Texas prisoner alleges former Houston narcotics officer Gerald Goines framed him

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A Texas prisoner is alleging that Gerald Goines, the former Houston police officer charged with murder for his actions in a fatally flawed drug raid, framed him on a drug charge years earlier, the Houston Chronicle reported.

It’s the first of what could be many convictions brought into question because they were based on Goines past work.

Antoine Christian filed an appeal in August that alleges Goines fabricated a story that he had found cocaine and a gun in Christian’s vehicle in November 2006.

Christian had been stopped by another officer as he left a liquor store and driven to the scene of a disturbance, apparently because that officer thought Christian might be the suspect being sought in that incident. When a witness there said Christian was not the suspect, the officer allowed Christian to return to the liquor store, the Chronicle wrote.

However, Goines soon arrived and accused Christian of lying about money in his possession; Christian told him it was from a paycheck he had cashed. Goines searched Christian’s car and claimed he found cocaine and a gun, which Christian disputes in the court filing. He alleges that Goines made up the discovery to justify the initial mistaken identity.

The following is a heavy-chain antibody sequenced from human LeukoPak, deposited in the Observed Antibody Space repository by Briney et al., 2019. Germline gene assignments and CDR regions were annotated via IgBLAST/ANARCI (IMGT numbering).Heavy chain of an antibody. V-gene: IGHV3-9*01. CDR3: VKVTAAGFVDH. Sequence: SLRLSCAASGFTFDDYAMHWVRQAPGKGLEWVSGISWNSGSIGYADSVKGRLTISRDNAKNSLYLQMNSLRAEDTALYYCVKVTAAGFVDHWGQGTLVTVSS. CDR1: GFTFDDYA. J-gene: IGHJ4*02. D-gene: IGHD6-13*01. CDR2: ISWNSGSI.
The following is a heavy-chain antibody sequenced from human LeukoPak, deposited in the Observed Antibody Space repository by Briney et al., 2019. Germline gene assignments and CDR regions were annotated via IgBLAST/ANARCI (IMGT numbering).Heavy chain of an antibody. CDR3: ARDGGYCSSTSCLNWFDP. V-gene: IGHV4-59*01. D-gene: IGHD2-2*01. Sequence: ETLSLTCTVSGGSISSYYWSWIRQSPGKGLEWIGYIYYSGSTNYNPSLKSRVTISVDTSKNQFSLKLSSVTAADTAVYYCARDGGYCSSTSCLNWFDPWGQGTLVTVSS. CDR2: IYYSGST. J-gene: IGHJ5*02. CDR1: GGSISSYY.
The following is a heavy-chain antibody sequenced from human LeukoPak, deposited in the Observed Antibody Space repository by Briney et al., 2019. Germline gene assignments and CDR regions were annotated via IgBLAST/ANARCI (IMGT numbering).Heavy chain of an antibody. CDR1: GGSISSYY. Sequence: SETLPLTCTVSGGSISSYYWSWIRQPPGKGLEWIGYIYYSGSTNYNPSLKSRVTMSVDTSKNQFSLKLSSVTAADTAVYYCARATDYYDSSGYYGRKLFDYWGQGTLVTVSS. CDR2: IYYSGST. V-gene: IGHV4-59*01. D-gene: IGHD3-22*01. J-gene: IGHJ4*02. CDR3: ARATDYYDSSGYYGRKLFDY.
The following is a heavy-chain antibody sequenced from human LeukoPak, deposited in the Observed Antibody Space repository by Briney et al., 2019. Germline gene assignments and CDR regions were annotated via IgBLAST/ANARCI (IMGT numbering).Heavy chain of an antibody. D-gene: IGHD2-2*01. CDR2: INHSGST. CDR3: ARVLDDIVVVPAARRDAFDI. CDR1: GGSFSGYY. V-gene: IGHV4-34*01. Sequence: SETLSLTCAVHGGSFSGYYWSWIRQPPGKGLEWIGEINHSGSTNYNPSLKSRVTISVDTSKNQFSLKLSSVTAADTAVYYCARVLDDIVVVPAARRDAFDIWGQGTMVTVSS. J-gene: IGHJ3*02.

Because of the recent botched drug raid that led to civilian deaths and then to murder charges against Goines, Harris County District Attorney Kim Ogg’s office is reexamining about 14,000 cases involving the narcotics squad with which Goines and his former partner, Steven Bryant, worked.

“If you look at the seriousness of what’s happened, and what we’ve got him charged with, it does bring his entire career into question,” Ogg told the Chronicle on Thursday.

Goines recently admitted to investigators that, despite what he had said and written in official reports, he had no informant in the drug buy he used to justify the Jan. 28 raid of the home at 7815 Harding St. Instead, Goines bought the drugs himself and couldn’t confirm it was Harding Street resident Dennis Tuttle who sold him the narcotics. The raid led to the death of Tuttle and his wife, Rhogena Nicholas, and injuries to five officers.

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